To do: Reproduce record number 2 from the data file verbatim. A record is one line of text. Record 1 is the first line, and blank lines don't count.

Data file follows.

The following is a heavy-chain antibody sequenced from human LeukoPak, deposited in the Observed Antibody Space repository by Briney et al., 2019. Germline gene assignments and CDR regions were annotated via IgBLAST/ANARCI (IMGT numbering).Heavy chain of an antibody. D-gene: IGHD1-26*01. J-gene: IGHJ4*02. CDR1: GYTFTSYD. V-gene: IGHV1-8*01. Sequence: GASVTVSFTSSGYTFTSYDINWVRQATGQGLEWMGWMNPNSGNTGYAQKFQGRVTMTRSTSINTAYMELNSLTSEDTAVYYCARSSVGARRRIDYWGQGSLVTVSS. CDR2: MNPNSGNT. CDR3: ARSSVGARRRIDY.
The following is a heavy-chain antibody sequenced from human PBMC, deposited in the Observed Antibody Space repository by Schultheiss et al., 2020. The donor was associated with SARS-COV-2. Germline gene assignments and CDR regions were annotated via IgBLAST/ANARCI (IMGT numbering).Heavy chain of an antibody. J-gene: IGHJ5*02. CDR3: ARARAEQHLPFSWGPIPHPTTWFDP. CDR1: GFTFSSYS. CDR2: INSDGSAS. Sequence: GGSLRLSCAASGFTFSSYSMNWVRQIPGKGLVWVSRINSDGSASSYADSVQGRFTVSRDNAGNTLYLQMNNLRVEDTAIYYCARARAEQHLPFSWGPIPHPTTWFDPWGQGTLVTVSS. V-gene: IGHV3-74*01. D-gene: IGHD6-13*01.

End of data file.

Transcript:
The following is a heavy-chain antibody sequenced from human PBMC, deposited in the Observed Antibody Space repository by Schultheiss et al., 2020. The donor was associated with SARS-COV-2. Germline gene assignments and CDR regions were annotated via IgBLAST/ANARCI (IMGT numbering).Heavy chain of an antibody. J-gene: IGHJ5*02. CDR3: ARARAEQHLPFSWGPIPHPTTWFDP. CDR1: GFTFSSYS. CDR2: INSDGSAS. Sequence: GGSLRLSCAASGFTFSSYSMNWVRQIPGKGLVWVSRINSDGSASSYADSVQGRFTVSRDNAGNTLYLQMNNLRVEDTAIYYCARARAEQHLPFSWGPIPHPTTWFDPWGQGTLVTVSS. V-gene: IGHV3-74*01. D-gene: IGHD6-13*01.